This being Paris, there is also usually a strike on.

Photo Caption: Charles De Gaulle Airport in Paris, France
Jomo Kenyatta International Airport in Nairobi, Kenya.
Jomo Kenyatta International Airport, Nairobi
Nairobi's airport, which aspires to be an international hub, was built to support about 2.5 million passengers and now averages about double that. As a result, the Kenyan government announced plans to expand the airport. That was in 2005, they never quite finished, and a 2013 fire pretty much put the airport back to square one.

I've been to JKIA, and it reinforces all of the stupid stereotypes about Africa that you wish weren't true. It's hot, ugly, dirty and confusing, full of touts and scam artists and perpetually overcrowded. African airports don't have to be like this, of course: The Marrakesh airport is one of the most beautiful in the world, and Johannesburg's O.R. Tambo airport is at least efficient.

Perhaps someday, the Nairobi airport improvement project will be finished. Until then, this Third World construction site remains a place for travelers to avoid.

Terminal C in Sheremetyevo International Airport in Moscow.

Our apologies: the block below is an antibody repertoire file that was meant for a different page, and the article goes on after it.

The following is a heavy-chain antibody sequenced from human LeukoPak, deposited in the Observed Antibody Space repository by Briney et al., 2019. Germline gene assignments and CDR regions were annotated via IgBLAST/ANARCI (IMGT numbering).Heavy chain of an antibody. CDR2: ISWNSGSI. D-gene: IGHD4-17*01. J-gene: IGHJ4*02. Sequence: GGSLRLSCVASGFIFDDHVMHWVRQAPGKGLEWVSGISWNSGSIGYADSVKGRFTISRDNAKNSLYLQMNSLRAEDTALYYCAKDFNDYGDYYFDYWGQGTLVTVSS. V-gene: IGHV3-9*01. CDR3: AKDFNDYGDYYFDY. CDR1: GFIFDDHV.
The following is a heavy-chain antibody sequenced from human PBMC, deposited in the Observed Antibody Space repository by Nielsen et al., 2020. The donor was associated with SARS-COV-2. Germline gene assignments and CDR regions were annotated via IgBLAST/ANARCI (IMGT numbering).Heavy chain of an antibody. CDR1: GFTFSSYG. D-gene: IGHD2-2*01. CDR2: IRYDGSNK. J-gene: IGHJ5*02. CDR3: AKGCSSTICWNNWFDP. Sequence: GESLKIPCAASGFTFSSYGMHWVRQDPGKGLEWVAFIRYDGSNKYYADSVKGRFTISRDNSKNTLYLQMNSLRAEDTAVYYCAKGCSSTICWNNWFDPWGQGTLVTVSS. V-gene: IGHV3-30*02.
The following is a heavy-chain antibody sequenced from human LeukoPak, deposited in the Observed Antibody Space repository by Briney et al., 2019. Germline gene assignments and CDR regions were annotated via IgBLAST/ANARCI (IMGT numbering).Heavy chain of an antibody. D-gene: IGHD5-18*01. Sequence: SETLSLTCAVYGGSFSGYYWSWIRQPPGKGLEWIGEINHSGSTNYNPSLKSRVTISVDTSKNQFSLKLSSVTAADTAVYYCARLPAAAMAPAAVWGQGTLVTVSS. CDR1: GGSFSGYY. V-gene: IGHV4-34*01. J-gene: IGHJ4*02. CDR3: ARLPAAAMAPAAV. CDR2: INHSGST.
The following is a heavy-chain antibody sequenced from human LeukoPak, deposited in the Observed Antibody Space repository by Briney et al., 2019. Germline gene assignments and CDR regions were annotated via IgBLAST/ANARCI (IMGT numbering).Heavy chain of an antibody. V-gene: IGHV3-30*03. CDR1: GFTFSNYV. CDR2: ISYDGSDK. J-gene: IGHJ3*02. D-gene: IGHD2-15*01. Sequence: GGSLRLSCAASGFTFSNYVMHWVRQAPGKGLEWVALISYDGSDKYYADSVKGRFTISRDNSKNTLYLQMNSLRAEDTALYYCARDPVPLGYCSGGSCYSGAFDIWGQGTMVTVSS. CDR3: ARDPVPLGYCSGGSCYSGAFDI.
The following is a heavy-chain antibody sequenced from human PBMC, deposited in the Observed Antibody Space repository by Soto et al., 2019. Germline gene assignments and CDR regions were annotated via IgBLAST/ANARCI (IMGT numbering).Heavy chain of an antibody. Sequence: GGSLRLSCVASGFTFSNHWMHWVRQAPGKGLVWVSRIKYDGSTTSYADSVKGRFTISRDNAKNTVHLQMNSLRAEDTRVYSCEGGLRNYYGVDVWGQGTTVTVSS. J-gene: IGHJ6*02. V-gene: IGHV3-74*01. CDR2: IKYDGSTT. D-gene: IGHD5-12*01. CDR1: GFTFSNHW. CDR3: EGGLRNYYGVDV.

Moscow Sheremetyevo Airport Terminal B/C, Russia
One of the two airports rated "two stars" by global consulting firm Skytrax (nobody got one star), SVO B/C got particularly bad marks for anything where you have to interact with airport staff: their attitude, their language skills, and the speed with which they process passengers.

Reviewers suggest that you brush up on your Russian if you intend to transfer flights, because signboards and staff tend not to work in English. Apparently, you can fix up a Russian airport, but it's harder to fix up Russian customer service. (In capitalist Russia, customer services you!)

Depressingly, SVO Terminal B/C is partially a new terminal, but it still got one or two-star rankings from Skytrax on "leisure facilities," "baggage hall," and "meet and greet." It's also several miles away from the rest of the airport and from its rail station, making inter-terminal connections difficult. Air France cautions, "Take official claims of short transfer times with a pinch of salt: delays of up to two hours have been reported."

Fortunately, there's a better alternative nearby: Domodedovo Airport, which generally gets better rankings and reviews.
Terminal 1 in Manila Airport in the Philippines.
Manila Airport Terminal 1, Philippines
Last May, the ceiling at Manila airport's Terminal 1 caved in, injuring two people. That's part of why Sleeping in Airports rated it the world's worst terminal last year.

"The terminal has been a frequent target of criticism with travellers and the business community complaining it is congested, run-down and filthy, with toilets that do not work," Agence France Presse commented. According to, bribery and theft are also rampant in the terminal.

The negative press attention seems to have had some effect; this November the Philippine government said it would renovate the terminal starting in January. It looks like changes can't come too soon.

Photo Caption: Terminal 1 in Manila Airport in the Philippines.